Even though you use less olive oil in this bread recipe than some other recipes suggest, I find that the taste is not at all compromised. I think this has a lot to do with the fact that there’s enough olive oil being used to grease your bowl, baking sheet, and so on to ensure the dough is always moist with oil.
I would recommend eating this bread warm out of the oven, then cutting any leftover bread into medium to large squares and freezing them in a ziplock bag to use later for sandwiches or cheese spreads. Simply delish!
Watch the quick video for an easy demonstration of how this bread is made!
Want to Try Our Other Bread Recipes?
- If you love French bread, try our recipe for homemade French baguettes!
- You can also make some fancier looking bread by trying out our recipe for Wheat Stalk Bread (PAIN D’EPI).
- 2 1/4 tsp active dry yeast (1 packet)
- 1/2 tsp granulated sugar
- 1 1/2 cups warm water, approx. 105°F to 110° F (important - see note)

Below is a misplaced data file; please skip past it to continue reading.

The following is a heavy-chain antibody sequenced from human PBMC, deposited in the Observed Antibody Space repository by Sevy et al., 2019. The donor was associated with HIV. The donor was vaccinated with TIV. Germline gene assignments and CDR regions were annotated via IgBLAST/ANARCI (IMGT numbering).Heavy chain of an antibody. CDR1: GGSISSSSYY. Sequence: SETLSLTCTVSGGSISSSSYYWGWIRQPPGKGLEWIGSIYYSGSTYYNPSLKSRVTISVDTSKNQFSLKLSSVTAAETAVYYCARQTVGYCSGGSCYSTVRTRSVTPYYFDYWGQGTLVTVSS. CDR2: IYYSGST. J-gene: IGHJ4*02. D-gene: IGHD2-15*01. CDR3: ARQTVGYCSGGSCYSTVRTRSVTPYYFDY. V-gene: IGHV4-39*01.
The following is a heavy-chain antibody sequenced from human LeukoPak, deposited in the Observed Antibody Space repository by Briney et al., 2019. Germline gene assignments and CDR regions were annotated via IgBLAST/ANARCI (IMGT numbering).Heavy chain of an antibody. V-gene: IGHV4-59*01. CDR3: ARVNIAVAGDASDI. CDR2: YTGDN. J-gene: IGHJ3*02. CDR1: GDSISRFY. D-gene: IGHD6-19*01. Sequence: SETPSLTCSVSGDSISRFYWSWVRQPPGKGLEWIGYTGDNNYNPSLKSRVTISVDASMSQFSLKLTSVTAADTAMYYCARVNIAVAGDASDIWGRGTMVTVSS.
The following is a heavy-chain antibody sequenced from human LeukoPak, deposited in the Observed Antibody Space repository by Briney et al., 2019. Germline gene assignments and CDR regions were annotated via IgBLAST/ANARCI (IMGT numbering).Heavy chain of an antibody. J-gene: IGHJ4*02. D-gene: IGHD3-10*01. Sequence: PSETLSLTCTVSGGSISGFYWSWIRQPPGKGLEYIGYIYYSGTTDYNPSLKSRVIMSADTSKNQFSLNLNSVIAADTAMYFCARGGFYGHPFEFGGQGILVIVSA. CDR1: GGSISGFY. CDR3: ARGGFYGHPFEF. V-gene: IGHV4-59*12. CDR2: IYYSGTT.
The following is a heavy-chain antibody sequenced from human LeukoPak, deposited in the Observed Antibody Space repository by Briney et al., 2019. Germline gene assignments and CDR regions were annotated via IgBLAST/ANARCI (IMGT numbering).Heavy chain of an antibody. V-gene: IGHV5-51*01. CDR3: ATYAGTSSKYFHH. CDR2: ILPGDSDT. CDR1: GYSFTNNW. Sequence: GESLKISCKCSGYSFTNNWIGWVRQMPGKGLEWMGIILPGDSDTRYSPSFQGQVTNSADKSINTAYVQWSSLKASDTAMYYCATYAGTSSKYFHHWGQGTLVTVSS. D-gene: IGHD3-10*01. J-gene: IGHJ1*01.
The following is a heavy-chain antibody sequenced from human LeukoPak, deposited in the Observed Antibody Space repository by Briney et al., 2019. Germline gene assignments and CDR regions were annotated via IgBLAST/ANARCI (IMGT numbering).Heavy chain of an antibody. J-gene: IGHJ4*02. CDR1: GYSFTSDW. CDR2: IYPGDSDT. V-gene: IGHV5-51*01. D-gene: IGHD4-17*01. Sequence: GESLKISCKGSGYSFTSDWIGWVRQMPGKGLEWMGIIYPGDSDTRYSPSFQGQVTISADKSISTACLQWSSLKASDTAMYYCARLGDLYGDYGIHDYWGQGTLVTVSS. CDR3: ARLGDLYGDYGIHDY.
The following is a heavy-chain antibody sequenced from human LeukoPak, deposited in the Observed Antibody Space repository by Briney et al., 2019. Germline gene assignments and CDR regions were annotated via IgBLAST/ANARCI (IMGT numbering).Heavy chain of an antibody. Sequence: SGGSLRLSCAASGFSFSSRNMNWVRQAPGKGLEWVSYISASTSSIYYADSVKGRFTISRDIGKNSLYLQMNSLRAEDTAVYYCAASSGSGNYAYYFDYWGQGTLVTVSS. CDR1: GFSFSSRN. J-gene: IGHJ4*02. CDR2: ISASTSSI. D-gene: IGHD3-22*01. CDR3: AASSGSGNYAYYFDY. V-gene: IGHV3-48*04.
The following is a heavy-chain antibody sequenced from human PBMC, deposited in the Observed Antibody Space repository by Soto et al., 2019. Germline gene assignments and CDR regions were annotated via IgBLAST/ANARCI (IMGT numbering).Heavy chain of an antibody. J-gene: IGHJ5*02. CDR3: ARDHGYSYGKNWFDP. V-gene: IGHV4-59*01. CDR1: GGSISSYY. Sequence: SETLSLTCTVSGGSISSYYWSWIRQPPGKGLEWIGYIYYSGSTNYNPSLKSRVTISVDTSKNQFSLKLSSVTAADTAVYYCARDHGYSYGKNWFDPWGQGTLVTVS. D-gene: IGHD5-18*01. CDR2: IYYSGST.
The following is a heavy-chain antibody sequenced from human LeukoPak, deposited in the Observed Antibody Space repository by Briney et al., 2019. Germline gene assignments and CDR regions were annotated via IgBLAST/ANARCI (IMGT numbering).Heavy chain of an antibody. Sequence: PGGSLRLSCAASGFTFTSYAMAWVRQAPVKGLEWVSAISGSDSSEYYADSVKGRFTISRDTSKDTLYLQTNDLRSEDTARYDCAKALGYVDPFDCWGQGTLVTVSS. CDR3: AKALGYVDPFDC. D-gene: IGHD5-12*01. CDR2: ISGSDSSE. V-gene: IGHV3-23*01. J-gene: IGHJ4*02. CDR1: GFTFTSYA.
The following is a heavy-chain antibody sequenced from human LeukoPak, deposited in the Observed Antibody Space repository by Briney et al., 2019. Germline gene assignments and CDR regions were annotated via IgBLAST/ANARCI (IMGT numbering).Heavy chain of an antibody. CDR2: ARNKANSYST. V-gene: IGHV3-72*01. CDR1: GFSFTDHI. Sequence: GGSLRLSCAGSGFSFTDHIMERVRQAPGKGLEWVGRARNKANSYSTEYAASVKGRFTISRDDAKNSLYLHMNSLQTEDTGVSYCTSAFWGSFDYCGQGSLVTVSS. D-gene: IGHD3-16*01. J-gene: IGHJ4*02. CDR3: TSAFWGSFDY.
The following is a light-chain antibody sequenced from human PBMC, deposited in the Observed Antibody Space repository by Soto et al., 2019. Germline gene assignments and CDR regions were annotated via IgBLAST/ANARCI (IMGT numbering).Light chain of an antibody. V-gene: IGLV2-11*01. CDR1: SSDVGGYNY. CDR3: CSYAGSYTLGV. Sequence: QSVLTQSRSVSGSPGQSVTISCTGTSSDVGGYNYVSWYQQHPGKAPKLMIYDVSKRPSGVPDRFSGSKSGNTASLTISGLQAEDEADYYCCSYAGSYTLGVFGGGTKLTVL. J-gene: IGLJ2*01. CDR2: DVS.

- 3 1/2 cups all-purpose flour, plus more for dusting your hands and work surface with
- 1 3/4 tsp table salt
- 2 tbsp extra virgin olive oil, plus more for greasing and drizzling on top
- 1-2 sprigs fresh rosemary
- Freshly ground sea salt
1. To a large bowl or the bowl of a stand mixer, add the dry yeast and granulated sugar. Pour 1/2 cup of the warm water over the yeast and sugar, then give the mixture a gentle stir. Let this mixture rest for 5-7 minutes, until it looks foamy and beige. If it doesn't foam up, that means your yeast is old or your water was too hot/too cold. Start again.
2. To the activated yeast mixture, add the flour, remaining cup of warm water, and table salt. Mix everything together until you get a wet, sticky dough.
3. Add the 2 tablespoons of olive oil in and mix everything again to incorporate.
4. Turn the dough out onto a counter or wood board that's been dusted with flour. Dust your hands with flour too then begin kneading your dough for a minute. To knead, grab one end of the dough and fold it over onto itself. Place the heel of your palm in the dough, gently pressing down and upward with your heel to slightly stretch the dough out. Again, fold the dough over itself, then rotate the dough and do the same kneading motion with the heel of your palm. Repeat this step for a minute.